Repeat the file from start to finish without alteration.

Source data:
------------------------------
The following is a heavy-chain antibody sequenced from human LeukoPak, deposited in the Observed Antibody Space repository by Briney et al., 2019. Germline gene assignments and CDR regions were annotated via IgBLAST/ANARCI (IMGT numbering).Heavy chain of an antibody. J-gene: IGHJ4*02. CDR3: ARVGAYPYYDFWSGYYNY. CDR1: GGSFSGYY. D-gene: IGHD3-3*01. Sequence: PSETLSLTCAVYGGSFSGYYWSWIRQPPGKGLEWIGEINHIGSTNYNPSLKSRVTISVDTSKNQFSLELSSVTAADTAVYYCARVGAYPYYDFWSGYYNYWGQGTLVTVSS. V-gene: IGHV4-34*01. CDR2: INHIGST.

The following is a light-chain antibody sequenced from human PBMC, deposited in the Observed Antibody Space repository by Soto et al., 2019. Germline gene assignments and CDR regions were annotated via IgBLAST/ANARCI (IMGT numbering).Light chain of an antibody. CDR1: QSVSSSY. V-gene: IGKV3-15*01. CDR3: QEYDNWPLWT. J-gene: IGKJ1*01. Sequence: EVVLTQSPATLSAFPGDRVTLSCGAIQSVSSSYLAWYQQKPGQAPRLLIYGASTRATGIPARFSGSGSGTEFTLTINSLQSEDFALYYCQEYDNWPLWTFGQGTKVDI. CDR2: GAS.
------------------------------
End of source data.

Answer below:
The following is a heavy-chain antibody sequenced from human LeukoPak, deposited in the Observed Antibody Space repository by Briney et al., 2019. Germline gene assignments and CDR regions were annotated via IgBLAST/ANARCI (IMGT numbering).Heavy chain of an antibody. J-gene: IGHJ4*02. CDR3: ARVGAYPYYDFWSGYYNY. CDR1: GGSFSGYY. D-gene: IGHD3-3*01. Sequence: PSETLSLTCAVYGGSFSGYYWSWIRQPPGKGLEWIGEINHIGSTNYNPSLKSRVTISVDTSKNQFSLELSSVTAADTAVYYCARVGAYPYYDFWSGYYNYWGQGTLVTVSS. V-gene: IGHV4-34*01. CDR2: INHIGST.

The following is a light-chain antibody sequenced from human PBMC, deposited in the Observed Antibody Space repository by Soto et al., 2019. Germline gene assignments and CDR regions were annotated via IgBLAST/ANARCI (IMGT numbering).Light chain of an antibody. CDR1: QSVSSSY. V-gene: IGKV3-15*01. CDR3: QEYDNWPLWT. J-gene: IGKJ1*01. Sequence: EVVLTQSPATLSAFPGDRVTLSCGAIQSVSSSYLAWYQQKPGQAPRLLIYGASTRATGIPARFSGSGSGTEFTLTINSLQSEDFALYYCQEYDNWPLWTFGQGTKVDI. CDR2: GAS.